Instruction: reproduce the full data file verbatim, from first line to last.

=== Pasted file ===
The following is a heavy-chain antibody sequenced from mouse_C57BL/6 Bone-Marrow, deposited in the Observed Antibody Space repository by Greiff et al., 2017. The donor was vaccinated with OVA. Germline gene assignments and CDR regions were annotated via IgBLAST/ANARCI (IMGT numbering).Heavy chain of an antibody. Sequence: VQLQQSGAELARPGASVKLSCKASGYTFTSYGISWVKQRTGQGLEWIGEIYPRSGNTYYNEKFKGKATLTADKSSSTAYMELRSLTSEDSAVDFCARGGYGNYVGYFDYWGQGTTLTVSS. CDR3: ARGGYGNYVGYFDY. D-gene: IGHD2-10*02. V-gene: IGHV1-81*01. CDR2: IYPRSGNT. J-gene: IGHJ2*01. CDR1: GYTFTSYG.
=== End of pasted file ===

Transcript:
The following is a heavy-chain antibody sequenced from mouse_C57BL/6 Bone-Marrow, deposited in the Observed Antibody Space repository by Greiff et al., 2017. The donor was vaccinated with OVA. Germline gene assignments and CDR regions were annotated via IgBLAST/ANARCI (IMGT numbering).Heavy chain of an antibody. Sequence: VQLQQSGAELARPGASVKLSCKASGYTFTSYGISWVKQRTGQGLEWIGEIYPRSGNTYYNEKFKGKATLTADKSSSTAYMELRSLTSEDSAVDFCARGGYGNYVGYFDYWGQGTTLTVSS. CDR3: ARGGYGNYVGYFDY. D-gene: IGHD2-10*02. V-gene: IGHV1-81*01. CDR2: IYPRSGNT. J-gene: IGHJ2*01. CDR1: GYTFTSYG.